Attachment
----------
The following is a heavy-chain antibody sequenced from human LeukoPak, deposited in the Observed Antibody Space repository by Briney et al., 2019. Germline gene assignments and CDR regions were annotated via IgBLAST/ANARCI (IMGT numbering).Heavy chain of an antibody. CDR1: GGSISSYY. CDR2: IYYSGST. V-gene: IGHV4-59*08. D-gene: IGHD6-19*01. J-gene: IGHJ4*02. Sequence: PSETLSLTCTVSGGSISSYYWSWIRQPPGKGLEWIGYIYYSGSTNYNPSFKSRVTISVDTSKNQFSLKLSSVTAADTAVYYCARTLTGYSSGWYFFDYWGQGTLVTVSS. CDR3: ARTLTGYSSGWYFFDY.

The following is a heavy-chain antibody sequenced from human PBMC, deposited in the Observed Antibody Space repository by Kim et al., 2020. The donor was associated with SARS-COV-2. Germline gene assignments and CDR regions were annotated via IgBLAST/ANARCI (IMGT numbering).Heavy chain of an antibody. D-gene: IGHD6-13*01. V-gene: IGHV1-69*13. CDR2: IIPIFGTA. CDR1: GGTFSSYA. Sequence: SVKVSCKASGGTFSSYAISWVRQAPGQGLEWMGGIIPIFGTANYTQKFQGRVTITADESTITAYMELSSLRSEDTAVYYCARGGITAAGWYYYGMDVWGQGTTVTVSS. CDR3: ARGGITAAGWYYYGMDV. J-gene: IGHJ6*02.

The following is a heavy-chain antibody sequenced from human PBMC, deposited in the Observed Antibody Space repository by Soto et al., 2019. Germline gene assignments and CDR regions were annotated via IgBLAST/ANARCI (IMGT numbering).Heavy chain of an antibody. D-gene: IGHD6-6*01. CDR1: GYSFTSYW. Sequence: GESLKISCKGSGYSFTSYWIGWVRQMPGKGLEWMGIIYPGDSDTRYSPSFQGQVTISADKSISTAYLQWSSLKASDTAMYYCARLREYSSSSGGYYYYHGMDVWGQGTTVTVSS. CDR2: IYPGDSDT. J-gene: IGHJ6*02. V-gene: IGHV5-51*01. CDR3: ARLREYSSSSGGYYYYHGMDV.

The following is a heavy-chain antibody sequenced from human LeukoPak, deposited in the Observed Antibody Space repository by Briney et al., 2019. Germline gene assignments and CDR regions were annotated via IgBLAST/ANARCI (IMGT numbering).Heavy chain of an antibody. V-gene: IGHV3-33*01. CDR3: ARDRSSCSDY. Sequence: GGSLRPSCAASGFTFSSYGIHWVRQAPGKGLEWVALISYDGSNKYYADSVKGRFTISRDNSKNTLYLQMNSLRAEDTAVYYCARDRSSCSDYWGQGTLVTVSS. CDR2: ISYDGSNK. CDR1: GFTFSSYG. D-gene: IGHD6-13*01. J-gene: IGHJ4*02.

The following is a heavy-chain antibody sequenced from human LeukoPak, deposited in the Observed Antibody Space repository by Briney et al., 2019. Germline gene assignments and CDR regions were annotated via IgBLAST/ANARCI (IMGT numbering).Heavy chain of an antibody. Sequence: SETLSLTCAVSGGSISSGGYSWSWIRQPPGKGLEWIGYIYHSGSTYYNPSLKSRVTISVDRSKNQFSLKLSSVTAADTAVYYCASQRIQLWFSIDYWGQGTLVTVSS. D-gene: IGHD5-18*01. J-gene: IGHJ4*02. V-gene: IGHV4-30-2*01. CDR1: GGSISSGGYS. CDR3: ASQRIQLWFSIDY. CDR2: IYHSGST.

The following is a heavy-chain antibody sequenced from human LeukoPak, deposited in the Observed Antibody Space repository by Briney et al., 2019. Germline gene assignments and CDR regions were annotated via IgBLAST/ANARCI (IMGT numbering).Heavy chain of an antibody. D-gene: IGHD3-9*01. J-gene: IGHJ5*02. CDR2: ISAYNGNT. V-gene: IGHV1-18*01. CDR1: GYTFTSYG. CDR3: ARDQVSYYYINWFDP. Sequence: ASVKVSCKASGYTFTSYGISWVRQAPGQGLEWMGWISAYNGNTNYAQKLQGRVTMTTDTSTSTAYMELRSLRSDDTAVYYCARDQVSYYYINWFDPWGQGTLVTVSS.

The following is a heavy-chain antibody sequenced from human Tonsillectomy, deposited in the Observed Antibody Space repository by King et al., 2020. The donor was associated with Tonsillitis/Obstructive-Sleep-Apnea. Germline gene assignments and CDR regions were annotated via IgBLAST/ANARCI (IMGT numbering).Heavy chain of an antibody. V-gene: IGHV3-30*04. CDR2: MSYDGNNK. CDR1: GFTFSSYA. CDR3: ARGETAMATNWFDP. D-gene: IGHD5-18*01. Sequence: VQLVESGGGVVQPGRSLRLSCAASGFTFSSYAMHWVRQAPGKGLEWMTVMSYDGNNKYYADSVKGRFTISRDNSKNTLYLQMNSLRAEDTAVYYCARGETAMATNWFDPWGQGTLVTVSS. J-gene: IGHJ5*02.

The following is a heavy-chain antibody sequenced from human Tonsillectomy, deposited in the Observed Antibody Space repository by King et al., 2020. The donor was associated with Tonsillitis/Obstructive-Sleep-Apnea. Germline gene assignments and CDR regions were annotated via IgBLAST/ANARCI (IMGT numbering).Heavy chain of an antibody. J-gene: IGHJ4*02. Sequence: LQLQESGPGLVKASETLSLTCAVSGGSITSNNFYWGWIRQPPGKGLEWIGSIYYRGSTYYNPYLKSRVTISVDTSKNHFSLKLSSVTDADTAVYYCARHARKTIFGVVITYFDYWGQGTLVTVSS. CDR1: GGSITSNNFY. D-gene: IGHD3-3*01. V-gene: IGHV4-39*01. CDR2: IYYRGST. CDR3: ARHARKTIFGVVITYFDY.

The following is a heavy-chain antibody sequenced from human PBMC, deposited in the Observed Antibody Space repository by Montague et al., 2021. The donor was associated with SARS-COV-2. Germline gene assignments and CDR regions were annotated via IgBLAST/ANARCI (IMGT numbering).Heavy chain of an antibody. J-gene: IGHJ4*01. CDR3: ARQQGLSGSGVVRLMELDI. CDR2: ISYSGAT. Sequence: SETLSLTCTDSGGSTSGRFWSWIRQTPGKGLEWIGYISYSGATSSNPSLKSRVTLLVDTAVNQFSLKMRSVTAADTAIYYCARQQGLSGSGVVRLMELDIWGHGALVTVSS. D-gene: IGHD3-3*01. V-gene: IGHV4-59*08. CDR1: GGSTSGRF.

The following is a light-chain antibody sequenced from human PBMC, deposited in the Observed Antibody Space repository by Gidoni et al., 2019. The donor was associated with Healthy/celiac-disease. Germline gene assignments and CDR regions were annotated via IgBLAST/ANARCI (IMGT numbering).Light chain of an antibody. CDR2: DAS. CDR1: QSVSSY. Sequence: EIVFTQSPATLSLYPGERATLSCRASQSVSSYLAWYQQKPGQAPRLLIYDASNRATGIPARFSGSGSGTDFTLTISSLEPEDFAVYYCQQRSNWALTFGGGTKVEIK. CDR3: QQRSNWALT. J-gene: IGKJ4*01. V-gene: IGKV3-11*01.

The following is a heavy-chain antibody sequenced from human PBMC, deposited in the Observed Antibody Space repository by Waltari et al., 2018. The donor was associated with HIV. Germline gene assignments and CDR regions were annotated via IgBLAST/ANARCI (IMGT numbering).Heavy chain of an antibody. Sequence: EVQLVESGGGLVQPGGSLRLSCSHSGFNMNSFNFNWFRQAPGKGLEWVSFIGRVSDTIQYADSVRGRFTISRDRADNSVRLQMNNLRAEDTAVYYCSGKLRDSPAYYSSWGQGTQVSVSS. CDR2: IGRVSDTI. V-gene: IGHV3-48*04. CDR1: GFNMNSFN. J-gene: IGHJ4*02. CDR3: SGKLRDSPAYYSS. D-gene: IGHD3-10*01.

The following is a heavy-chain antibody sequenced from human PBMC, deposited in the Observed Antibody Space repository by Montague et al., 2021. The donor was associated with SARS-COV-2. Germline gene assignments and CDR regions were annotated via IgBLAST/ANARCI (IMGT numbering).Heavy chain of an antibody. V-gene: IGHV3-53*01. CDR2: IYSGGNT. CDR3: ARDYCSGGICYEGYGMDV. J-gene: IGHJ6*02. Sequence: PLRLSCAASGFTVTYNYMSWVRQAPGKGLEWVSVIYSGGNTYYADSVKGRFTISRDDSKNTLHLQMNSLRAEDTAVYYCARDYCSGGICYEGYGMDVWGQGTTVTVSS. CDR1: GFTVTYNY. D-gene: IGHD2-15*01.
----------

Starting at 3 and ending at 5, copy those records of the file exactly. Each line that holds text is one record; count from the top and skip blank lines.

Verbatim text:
The following is a heavy-chain antibody sequenced from human PBMC, deposited in the Observed Antibody Space repository by Soto et al., 2019. Germline gene assignments and CDR regions were annotated via IgBLAST/ANARCI (IMGT numbering).Heavy chain of an antibody. D-gene: IGHD6-6*01. CDR1: GYSFTSYW. Sequence: GESLKISCKGSGYSFTSYWIGWVRQMPGKGLEWMGIIYPGDSDTRYSPSFQGQVTISADKSISTAYLQWSSLKASDTAMYYCARLREYSSSSGGYYYYHGMDVWGQGTTVTVSS. CDR2: IYPGDSDT. J-gene: IGHJ6*02. V-gene: IGHV5-51*01. CDR3: ARLREYSSSSGGYYYYHGMDV.

The following is a heavy-chain antibody sequenced from human LeukoPak, deposited in the Observed Antibody Space repository by Briney et al., 2019. Germline gene assignments and CDR regions were annotated via IgBLAST/ANARCI (IMGT numbering).Heavy chain of an antibody. V-gene: IGHV3-33*01. CDR3: ARDRSSCSDY. Sequence: GGSLRPSCAASGFTFSSYGIHWVRQAPGKGLEWVALISYDGSNKYYADSVKGRFTISRDNSKNTLYLQMNSLRAEDTAVYYCARDRSSCSDYWGQGTLVTVSS. CDR2: ISYDGSNK. CDR1: GFTFSSYG. D-gene: IGHD6-13*01. J-gene: IGHJ4*02.

The following is a heavy-chain antibody sequenced from human LeukoPak, deposited in the Observed Antibody Space repository by Briney et al., 2019. Germline gene assignments and CDR regions were annotated via IgBLAST/ANARCI (IMGT numbering).Heavy chain of an antibody. Sequence: SETLSLTCAVSGGSISSGGYSWSWIRQPPGKGLEWIGYIYHSGSTYYNPSLKSRVTISVDRSKNQFSLKLSSVTAADTAVYYCASQRIQLWFSIDYWGQGTLVTVSS. D-gene: IGHD5-18*01. J-gene: IGHJ4*02. V-gene: IGHV4-30-2*01. CDR1: GGSISSGGYS. CDR3: ASQRIQLWFSIDY. CDR2: IYHSGST.